Terence Tang, Education Manager at the Conservancy Association, remembers that about seven years ago a small, young amateur performing arts group took the initiative to reach out and ask him for suggestions on how to make their productions more eco-friendly—for example, how to dispose of Styrofoam take-out lunch boxes. “I was deeply moved by their thoughtfulness,” he says, adding that if an individual art group wants to explore sustainable practices for their productions, they can aim to gradually reduce carbon emissions on two fronts: waste reduction and energy conservation. The former can be achieved through the selection, reuse and recycling of production materials, while the latter involves the management of on-site energy use and transportation arrangements. He recommends starting small and slowly adjusting existing practices to eventually find a model that fits one’s specific needs.


As for the sector as a whole, Tsui thinks that it can step up to fill in the gaps and introduce industry-specific guidelines to promote the development of sustainable production. Actions are in fact being taken: the Hong Kong Design Institute has internal green guidelines for its productions, exhibitions and other activities; the Environmental Protection Department published A Waste Reduction Guidebook for Large Scale Event Organisers in 2017; and the Conservancy Association launched its own green event guidebook in 2019, which serves as a reference for activities such as orienteering and carnivals.


Tang stresses that the creation of guidelines must be driven by industry insiders, with participation from green groups and other relevant sectors, and that the successful implementation of such guidelines can only be achieved through mutual trust and collaboration. As an environmental professional, he says that what he hates to see the most is the setting of rigid rules and unrealistic standards solely for the sake of “environmental protection”, because “having impractical guidelines will only backfire”.


“In the initial phase of implementation, we should allow individualised consultations on top of the general guidelines," Ling suggests, adding that this could foster the overall development of sustainable productions while being mindful of different needs and situations to avoid letting “one-size-fits-all” requirements hinder artistic creation. She further notes that set production has safety requirements to meet, and certain commonly used materials currently don’t have suitable environmentally-friendly alternatives; also, set-makers need time to adapt to new practices. Therefore there has to be room for gradual adjustment, allowing the industry to take one step at a time to solve the various problems without rushing things. Once more and more people are willing to adopt green practices, the industry will come together naturally as one voice and be able to engage in discussions with the government on introducing relevant policies and measures.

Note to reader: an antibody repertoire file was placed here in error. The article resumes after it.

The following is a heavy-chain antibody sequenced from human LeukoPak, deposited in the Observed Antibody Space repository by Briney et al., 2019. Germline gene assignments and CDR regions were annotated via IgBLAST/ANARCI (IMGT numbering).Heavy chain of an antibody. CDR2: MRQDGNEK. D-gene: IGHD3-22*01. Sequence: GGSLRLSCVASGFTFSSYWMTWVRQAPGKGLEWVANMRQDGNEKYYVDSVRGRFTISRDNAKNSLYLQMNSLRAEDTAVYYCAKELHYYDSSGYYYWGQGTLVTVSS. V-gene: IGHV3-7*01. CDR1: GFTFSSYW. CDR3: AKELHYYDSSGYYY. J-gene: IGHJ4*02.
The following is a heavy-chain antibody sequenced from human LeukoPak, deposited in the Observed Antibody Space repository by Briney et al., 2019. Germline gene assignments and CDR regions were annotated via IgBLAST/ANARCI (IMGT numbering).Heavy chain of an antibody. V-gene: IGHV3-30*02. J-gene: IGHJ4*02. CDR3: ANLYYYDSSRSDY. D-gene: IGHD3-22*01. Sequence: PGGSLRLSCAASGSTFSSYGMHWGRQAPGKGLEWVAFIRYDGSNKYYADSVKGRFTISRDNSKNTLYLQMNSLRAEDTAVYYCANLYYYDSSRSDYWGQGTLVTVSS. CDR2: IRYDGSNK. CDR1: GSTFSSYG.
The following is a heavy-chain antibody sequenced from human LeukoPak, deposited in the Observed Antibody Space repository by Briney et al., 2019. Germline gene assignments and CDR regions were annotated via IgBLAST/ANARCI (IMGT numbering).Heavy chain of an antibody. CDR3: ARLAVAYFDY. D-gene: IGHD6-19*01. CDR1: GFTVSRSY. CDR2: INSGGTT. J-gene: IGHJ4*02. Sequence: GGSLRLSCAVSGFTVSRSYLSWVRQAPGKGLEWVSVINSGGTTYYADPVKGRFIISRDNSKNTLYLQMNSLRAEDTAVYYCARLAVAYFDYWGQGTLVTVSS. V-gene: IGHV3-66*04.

Tung Siu-hung from HKADC concurs, suggesting a “going out and inviting people in” approach to build a platform for exchange and discussion with different sectors, including engineering and design, in order to ultimately enhance mutual understanding and creative expression. She agrees that the path to eco-friendly productions is indeed full of challenges, but believes that “as long as it sends a positive message to society, the public and young people, it’s something we must work hard to achieve."


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Crystal Yip

People are drawn to sparkly eyes because they want to know what those eyes are seeing.